Buy-aid schemes: an alternative to bank rewards programmes

buy-aid schemeI have to confess that the concept of a buy-aid scheme is new to me, yet it is an industry with a turnover of well over R1 billion and annually pays out in the region of R130 million in bonuses to members. Cape Consumers, which recently re-branded as Bsmart, is the largest buy-aid scheme and has been in existence since 1947 with around 40 000 cardholders and more than 10 000 retailers who accept the card. Other schemes include Samba with 22 000 members, Pretorium Trust with 24 000 members and Koopkrag with 10 000 members.

Started in the 1930s and 1940s, buy-aid organisations use the joint purchasing power of the collective to obtain cash discounts on goods. A retailer who joined the organisation as a supplier would offer a discount to its members for their loyalty. These discounts would be used to pay annual bonuses to the members, usually at the end of the year – making it a combination of a reward card and stokvel.

Today, members of the buy-aid scheme use a buy-aid card to purchase their groceries and other items through associated retailers and pay the balance off at the end of each month. Through a combination of discounts from retailers and surcharges paid on the transactions, money is collected as a pool from all the members and paid out each year as a bonus. This bonus is paid into the card to purchase goods, usually at a time that most people need a bit of extra cash such as the December holidays.

Smaller retailers like a pharmacy or florist, may offer a discount when you use your card and this discount is paid to the scheme. For example, if you spend R500 at a store and they offer a 5% discount to members, then R25 would be paid to the buy-aid scheme’s bonus pool.

In the case of larger retailers such as PicknPay and Woolworths, who have their own reward programmes and do not offer discounts to buy-aid members, a surcharge is charged on your card and this fee goes towards the bonus pool, creating an almost invisible savings mechanism. You can still use the store’s own reward card (such as the PicknPay Smart Shopper card) in conjunction with the purchase card.

The real competitors to the buy-aid card are the bank’s rewards programmes, because using your buy-aid card means that you are no longer using your bank’s debit or credit card to make the purchase. So you would need to decide which rewards programme is giving you the best return.  Unlike several bank rewards programmes, a consumer card earns exactly the same reward percentage of spend irrespective of where the items are purchased, and there are no levels that you have to reach in order to get your rewards.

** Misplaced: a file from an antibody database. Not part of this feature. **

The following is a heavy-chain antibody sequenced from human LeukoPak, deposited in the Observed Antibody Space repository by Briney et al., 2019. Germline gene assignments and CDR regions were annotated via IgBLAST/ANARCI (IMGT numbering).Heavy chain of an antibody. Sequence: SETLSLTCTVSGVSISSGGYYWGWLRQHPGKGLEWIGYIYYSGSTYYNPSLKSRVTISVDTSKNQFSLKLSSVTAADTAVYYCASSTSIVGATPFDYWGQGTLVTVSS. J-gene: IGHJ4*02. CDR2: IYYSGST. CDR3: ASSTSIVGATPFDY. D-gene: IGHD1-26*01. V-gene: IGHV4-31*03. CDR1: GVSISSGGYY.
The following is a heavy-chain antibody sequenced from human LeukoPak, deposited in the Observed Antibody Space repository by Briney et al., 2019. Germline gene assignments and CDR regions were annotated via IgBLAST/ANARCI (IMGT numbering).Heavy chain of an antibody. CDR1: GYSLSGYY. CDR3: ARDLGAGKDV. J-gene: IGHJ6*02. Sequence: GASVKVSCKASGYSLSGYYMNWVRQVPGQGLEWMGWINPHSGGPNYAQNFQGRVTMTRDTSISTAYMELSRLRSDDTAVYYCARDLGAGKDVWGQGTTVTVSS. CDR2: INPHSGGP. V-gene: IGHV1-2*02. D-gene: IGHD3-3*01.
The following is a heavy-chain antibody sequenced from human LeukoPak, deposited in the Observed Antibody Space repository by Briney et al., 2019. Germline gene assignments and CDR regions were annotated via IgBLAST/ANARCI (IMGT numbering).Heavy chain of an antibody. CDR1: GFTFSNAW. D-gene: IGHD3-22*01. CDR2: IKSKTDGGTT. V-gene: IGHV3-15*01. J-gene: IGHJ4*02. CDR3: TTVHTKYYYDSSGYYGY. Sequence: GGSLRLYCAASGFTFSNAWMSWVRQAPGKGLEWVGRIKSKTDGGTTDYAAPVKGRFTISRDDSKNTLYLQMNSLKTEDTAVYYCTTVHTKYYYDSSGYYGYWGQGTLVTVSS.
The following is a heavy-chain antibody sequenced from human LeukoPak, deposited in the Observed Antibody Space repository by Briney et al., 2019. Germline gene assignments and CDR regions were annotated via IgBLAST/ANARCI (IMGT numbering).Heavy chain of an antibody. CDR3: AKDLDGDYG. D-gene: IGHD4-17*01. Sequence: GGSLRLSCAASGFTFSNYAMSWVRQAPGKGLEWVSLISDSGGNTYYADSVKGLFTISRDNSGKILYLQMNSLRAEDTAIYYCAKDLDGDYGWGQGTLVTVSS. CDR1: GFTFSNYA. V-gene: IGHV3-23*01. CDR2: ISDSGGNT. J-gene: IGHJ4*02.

Your cashback depends on the bonus pool

However, it is not as simple as knowing that for every R100 you spend you get R1 back. It depends on the bonus pool at the end of the year. However, the scheme usually provides a calculator to give you an estimation of what your bonus would be should you spend in certain categories. Once signed up, members have access to an interactive statement where they can see what bonus they have earned so far.

For example, Bsmart’s calculator shows that a household spend of R10 000 across groceries, short-term insurance, clothes, restaurants etc would receive around R3 700 per annum as a bonus – assuming you use their affiliated retailers. Last year Bsmart paid out R33.7 million to its members, with some members receiving as much as R8 000 in cash. Pretorium Trust paid out R51.2 million in bonuses which equated to a bonus of 4.2% of spend for each member.

What you need to know:

  • If you join, find out which retailers are part of the scheme and if they are in your area. For example Bsmart has over 10 000 retailers nationwide although there’s a higher concentration in the Western Cape; Samba has 1 600 mostly focused in the Free State, Eastern and Northern Cape; Pretorium Trust has 7 000 retailers nationally, mostly concentrated in the Pretoria area.
  • You pay a monthly or annual fee to be a member as well as a transaction fee. This is in addition to any surcharge you pay at a large retailer. The transaction fee does not go into the bonus pool but is used to cover transaction costs. Bsmart charges R60 per month, but has no transaction fees. Samba and Pretorium Trust charge lower annual fees but have transaction fees. You need to ensure you are using the card frequently enough at the registered suppliers to justify the membership fees.
  • You only receive a bonus if you pay your card off in full at the end of each month.
  • If you don’t pay your card in full at the end of the month an interest rate will apply.

This article first appeared in City Press.

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